It would be hard to find a better time for the Australian arm of global PR colossus, Edelman, to launch its 2019 Trust Barometer findings, especially for its current and prospective clients in the financial services sector.
Coming on the back of the Hayne Royal Commission and earlier Productivity Commission recommendations, the superannuation sector has been right in the spotlight and, in particular, what future direction policy makers and the industry should take with respect to default funds in workplaces.
For international readers (I am making the heroic assumption I have some), default funds are those nominated by employers or named in award or workplace agreements as the superannuation (pension) funds into which employers pay mandatory contributions on behalf of employees.
I don’t intend to dwell on the various options posed by politicians, commissioners and industry stakeholders are posing. They are already well documented. However, the 2019 Trust Barometer report adds a new dimension to the discussion, identifying that ‘my employer’ is one of the most trusted relationships in the lives of 77% of Australians.
I admit, the number surprised me given the revelations of misconduct in some of the major financial services businesses in Australia, some of the largest institutions in Australia. Nonetheless, we have to take the finding at face value.
For those not dictated to by industry awards and enterprise agreements, the majority of Australian employers are responsible for nominating a preferred default superannuation fund for their workplace, their employees. For major employers, this is often outsourced to specialist industry tender consultants. For smaller enterprises, it could come down to choosing the latest fund to advertise on television. In short, there’s any number of ways of selecting and nominating a fund.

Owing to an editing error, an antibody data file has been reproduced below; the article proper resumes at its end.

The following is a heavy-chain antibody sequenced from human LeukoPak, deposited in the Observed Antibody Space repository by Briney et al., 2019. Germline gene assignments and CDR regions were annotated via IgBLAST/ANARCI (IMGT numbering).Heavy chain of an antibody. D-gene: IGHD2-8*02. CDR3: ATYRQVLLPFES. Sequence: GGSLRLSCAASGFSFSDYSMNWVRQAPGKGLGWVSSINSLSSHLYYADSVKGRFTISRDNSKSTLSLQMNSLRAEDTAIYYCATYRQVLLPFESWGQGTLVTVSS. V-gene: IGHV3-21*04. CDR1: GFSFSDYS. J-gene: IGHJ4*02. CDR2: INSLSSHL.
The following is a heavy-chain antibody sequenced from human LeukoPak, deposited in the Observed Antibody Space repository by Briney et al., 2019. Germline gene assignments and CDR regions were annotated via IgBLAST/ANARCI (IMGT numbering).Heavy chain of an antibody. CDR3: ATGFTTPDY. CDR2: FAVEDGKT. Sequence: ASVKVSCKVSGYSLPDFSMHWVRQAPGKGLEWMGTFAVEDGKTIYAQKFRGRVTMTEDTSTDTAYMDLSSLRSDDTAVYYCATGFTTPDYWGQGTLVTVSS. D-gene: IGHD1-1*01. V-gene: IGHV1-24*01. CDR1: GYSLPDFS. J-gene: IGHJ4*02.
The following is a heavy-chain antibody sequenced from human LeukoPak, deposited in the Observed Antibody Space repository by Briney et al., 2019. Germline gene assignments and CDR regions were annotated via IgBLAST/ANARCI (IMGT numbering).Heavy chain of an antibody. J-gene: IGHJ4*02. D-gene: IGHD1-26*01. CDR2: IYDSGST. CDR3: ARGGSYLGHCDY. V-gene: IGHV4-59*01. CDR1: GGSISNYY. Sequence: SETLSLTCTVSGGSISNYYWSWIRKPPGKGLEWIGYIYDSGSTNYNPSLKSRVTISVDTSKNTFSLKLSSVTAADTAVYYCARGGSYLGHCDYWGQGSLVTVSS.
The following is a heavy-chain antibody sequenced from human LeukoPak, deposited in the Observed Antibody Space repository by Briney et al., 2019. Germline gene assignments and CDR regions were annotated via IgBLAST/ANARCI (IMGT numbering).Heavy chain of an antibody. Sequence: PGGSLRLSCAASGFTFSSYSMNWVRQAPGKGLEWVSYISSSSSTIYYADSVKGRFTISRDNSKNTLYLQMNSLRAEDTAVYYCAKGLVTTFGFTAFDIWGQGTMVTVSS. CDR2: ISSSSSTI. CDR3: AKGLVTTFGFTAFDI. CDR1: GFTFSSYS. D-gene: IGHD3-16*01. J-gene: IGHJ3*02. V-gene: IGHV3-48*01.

In the mix of the current debate is how over the years hundreds of thousands of Australians have ended up in sub-standard super funds through this process. At the bottom end of the scale, it’s not hard to work out. With over 200 funds to choose from, an unadvised employer will struggle to choose.
At the top end of town, however, there is plenty of scuttlebutt circulating again about how choosing a fund has been part of a broader mix of commercial considerations, such as more favourable terms on commercial loans. The evidence of this is hard, almost impossible to produce, but anecdotes about it have rumbled through industry circles for over a decade.
If true, it’s clear that decisions have not necessarily been based on the best interest of employees and achieving the best possible financial outcomes for them.
In the wake of the Royal Commission and Productivity Commission recommendations that are setting the superannuation industry conversation for 2019, a substantial number of employers are reconsidering their default fund nominations. It is most likely an early indicator of a coming mass exodus from mostly the commercial superannuation funds into the not-for-profit, or industry fund sector.
What the Edelman Trust Barometer highlights is the level of faith employees will be placing on their employer to get the next decision right - a layer of accountability and responsibility that may not have been appreciated in the past.
Funds focused on delivering the best possible retirement outcomes for members through consistently solid investment performance and the support and advice that enable members to make better financial decisions should end up being the default funds for more employers than ever before.
Let’s hope so for the sake of employees who are looking to their employers to make decisions that will help steer them towards a more prosperous future.